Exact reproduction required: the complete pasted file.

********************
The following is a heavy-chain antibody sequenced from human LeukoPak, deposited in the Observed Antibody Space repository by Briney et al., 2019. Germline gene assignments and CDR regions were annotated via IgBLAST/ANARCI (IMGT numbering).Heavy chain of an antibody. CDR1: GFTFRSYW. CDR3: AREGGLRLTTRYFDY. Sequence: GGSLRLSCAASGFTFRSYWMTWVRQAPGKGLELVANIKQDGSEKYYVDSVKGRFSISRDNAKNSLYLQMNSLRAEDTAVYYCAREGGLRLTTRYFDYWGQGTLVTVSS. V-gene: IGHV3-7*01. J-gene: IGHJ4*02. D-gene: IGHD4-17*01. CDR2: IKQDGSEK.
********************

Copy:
The following is a heavy-chain antibody sequenced from human LeukoPak, deposited in the Observed Antibody Space repository by Briney et al., 2019. Germline gene assignments and CDR regions were annotated via IgBLAST/ANARCI (IMGT numbering).Heavy chain of an antibody. CDR1: GFTFRSYW. CDR3: AREGGLRLTTRYFDY. Sequence: GGSLRLSCAASGFTFRSYWMTWVRQAPGKGLELVANIKQDGSEKYYVDSVKGRFSISRDNAKNSLYLQMNSLRAEDTAVYYCAREGGLRLTTRYFDYWGQGTLVTVSS. V-gene: IGHV3-7*01. J-gene: IGHJ4*02. D-gene: IGHD4-17*01. CDR2: IKQDGSEK.